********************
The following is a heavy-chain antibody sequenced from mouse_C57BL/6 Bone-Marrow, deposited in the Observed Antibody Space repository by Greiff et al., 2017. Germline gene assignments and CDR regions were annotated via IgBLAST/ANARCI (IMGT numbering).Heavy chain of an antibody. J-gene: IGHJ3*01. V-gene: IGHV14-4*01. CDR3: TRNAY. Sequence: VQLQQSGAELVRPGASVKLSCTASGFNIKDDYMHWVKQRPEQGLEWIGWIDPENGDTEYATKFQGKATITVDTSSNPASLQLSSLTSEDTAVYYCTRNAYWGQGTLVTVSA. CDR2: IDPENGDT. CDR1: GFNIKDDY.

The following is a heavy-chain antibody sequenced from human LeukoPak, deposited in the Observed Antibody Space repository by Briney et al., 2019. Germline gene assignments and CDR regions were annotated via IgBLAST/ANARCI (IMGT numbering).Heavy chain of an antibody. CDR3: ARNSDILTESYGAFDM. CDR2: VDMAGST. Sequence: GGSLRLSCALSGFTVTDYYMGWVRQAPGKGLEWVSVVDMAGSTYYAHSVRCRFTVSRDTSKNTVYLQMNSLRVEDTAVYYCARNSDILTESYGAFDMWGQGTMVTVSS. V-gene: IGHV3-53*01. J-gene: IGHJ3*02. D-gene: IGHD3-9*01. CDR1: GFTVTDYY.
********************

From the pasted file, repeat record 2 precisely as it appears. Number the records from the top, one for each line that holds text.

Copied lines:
The following is a heavy-chain antibody sequenced from human LeukoPak, deposited in the Observed Antibody Space repository by Briney et al., 2019. Germline gene assignments and CDR regions were annotated via IgBLAST/ANARCI (IMGT numbering).Heavy chain of an antibody. CDR3: ARNSDILTESYGAFDM. CDR2: VDMAGST. Sequence: GGSLRLSCALSGFTVTDYYMGWVRQAPGKGLEWVSVVDMAGSTYYAHSVRCRFTVSRDTSKNTVYLQMNSLRVEDTAVYYCARNSDILTESYGAFDMWGQGTMVTVSS. V-gene: IGHV3-53*01. J-gene: IGHJ3*02. D-gene: IGHD3-9*01. CDR1: GFTVTDYY.